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Dodgers’ Justin Turner a head-turner as co-MVP of NLCS

Via Chicago Tribune

Justin Turner was hacking away in an alumni game for Cal State-Fullerton after the 2013 season, uncertain of his baseball future, when he caught the eye of Dodgers bench coach Tim Wallach.

The Mets had just released Turner so he was a player without a team, much like he was three years earlier when the Orioles designated him for assignment.

But on Wallach’s hunch, the Dodgers signed Turner to a minor-league contract.

The rest has been postseason history for the third baseman who was deemed worthy of a demotion to the minor leagues four times during his three very abbreviated big-league seasons — twice by the Orioles and twice more by the Mets.

The redhead from California, the kid who grew up a Dodgers fan, then turned into a modern-day Mr. October, with outstanding postseason numbers. He was named the National League Championship Series co-MVP along with teammate Chris Taylor after the Dodgers eliminated the Cubs on Thursday.

“I’m elated,” Turner said. “I can’t say enough.”

Going into Thursday, the 2017 All-Star was batting .385 with two home runs, six RBIs, five walks and a 1.226 OPS in the NLCS. He was 14-for-19 (.737 average) with two doubles, a triple, two home runs and 20 RBIs with runners in scoring position in his postseason career. For good measure, he hit .462 with a home run, five RBIs and a 1.226 OPS against the Diamondbacks in the NLDS.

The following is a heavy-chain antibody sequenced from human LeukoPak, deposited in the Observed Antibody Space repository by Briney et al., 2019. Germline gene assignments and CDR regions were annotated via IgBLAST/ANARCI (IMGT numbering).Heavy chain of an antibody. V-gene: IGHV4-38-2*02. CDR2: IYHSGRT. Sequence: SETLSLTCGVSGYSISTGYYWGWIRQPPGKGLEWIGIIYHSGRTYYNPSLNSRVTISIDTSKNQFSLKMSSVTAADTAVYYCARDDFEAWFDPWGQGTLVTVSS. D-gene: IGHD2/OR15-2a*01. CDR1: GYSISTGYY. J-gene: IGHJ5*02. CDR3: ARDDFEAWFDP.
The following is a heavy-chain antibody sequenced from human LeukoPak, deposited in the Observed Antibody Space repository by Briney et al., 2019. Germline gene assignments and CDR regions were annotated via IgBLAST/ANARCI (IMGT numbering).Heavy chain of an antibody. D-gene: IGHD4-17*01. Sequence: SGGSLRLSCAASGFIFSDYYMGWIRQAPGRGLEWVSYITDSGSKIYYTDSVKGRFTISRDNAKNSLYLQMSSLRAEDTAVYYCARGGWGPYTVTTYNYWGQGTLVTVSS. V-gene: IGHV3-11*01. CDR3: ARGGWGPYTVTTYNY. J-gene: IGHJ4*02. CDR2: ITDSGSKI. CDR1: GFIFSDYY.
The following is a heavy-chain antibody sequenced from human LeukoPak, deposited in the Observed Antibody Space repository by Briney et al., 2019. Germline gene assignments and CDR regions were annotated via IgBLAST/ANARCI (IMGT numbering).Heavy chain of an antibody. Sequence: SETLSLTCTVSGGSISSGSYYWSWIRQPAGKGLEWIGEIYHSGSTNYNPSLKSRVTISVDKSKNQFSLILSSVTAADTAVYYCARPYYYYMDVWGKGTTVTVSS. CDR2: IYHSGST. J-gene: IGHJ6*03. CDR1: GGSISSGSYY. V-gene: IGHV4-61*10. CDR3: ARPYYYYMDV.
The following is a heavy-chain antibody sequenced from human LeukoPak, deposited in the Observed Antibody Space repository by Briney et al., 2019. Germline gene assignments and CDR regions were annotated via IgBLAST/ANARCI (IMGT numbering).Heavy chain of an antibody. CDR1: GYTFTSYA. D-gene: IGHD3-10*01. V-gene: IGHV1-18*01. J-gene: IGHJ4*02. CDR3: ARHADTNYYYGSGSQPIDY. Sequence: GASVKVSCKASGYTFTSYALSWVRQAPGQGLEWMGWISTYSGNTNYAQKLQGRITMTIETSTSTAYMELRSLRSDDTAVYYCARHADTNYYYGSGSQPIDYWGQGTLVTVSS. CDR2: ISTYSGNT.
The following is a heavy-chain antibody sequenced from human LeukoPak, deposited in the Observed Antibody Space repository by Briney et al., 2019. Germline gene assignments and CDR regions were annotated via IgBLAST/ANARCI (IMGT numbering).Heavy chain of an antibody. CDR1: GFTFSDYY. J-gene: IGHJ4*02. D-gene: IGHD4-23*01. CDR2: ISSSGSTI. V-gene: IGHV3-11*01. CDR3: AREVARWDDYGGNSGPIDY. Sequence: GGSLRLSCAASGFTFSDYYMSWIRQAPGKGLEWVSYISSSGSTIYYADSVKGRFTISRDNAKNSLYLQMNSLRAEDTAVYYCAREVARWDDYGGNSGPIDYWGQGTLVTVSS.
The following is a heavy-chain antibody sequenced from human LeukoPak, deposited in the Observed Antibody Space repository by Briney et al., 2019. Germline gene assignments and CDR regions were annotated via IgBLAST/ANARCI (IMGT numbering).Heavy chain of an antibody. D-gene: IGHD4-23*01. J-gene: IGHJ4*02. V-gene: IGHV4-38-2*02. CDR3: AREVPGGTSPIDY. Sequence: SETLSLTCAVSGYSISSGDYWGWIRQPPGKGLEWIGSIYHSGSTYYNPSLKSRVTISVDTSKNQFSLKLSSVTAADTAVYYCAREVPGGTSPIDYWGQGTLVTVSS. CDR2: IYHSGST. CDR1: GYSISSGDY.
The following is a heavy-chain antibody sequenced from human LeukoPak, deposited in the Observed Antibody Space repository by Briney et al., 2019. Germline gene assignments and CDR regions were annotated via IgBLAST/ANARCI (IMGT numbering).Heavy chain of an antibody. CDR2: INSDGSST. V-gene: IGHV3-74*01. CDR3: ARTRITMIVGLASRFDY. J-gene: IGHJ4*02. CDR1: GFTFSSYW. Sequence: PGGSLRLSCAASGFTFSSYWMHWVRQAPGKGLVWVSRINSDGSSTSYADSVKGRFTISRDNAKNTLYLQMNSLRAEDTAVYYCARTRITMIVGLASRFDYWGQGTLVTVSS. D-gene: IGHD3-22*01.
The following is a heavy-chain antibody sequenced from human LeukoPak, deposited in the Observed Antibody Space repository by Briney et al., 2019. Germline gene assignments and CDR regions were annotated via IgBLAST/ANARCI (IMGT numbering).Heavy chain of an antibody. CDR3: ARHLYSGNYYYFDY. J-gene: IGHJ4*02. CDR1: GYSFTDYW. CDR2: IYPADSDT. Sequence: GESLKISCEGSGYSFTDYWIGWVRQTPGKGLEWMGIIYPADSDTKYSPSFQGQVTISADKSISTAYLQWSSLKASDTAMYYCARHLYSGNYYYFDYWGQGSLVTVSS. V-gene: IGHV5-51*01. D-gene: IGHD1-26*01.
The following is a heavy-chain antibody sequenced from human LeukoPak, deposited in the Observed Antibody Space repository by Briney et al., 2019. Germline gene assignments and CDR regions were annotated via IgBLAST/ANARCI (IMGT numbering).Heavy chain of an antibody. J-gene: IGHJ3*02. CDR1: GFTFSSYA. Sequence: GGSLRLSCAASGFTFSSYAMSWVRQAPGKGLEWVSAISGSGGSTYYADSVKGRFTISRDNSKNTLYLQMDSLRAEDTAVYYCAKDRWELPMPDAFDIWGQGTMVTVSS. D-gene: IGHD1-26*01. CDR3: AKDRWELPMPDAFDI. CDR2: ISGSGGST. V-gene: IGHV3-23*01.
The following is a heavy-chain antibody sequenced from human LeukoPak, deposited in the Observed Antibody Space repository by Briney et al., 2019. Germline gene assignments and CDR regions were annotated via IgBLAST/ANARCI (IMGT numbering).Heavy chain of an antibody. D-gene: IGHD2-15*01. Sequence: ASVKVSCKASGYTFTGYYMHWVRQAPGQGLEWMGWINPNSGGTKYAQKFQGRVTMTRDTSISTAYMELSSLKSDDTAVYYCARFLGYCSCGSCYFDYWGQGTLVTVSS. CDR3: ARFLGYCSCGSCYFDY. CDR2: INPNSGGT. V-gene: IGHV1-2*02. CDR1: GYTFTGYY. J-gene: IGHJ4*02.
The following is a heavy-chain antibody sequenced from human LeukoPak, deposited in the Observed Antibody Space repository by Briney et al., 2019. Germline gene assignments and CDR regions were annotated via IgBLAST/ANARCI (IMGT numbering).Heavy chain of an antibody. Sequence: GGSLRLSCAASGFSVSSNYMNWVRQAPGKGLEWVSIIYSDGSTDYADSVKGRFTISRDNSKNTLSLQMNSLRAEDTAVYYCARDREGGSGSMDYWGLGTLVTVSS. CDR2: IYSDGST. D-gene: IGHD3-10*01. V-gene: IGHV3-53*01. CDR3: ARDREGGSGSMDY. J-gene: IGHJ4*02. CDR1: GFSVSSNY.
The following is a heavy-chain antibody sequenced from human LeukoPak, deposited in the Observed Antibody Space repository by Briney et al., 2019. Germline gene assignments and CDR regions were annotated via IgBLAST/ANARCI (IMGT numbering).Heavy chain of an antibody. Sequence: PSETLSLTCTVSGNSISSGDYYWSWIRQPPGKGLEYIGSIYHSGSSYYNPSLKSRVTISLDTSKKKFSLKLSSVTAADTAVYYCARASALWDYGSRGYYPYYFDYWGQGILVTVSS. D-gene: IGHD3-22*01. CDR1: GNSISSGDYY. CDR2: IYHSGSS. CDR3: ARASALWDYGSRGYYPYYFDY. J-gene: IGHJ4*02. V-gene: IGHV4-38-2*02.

In the Dodgers’ 11-1 victory over the Cubs on Thursday night he went 1-for-5 with an RBI and a run scored.

“He just has that pulse where he can keep his calm and stay within the strike zone,” Dodgers manager Dave Roberts said. “Also, he’s not afraid to fail; just wants to be in that spot.”

From his grandmother’s house, Turner watched Kirk Gibson limp to the plate, then around the bases, after he hit a walkoff home run against A’s Hall of Fame closer Dennis Eckersley in Game 1 of the 1988 World Series.

Twenty-nine years later to the day, Turner hit the second walkoff home run in Dodgers postseason history, a three-run job in Game 2 at Dodger Stadium that gave his team a 4-1 victory and 2-0 series lead.

“That’s something down the road, hopefully many, many years from now, I’ll get to tell stories about,” Turner said after Game 2.

Turner was getting his now-famous red hair cut before closer Kenley Jansen’s wedding when the two had a conversation about staying with the Dodgers. Both were free agents. Both signed on the same day — Turner for four years, $64 million.

“I told him on the dance floor, I said, ‘Hey, I’m coming back.’ And I don’t think I talked to him again the rest of the night,” Turner said.

 



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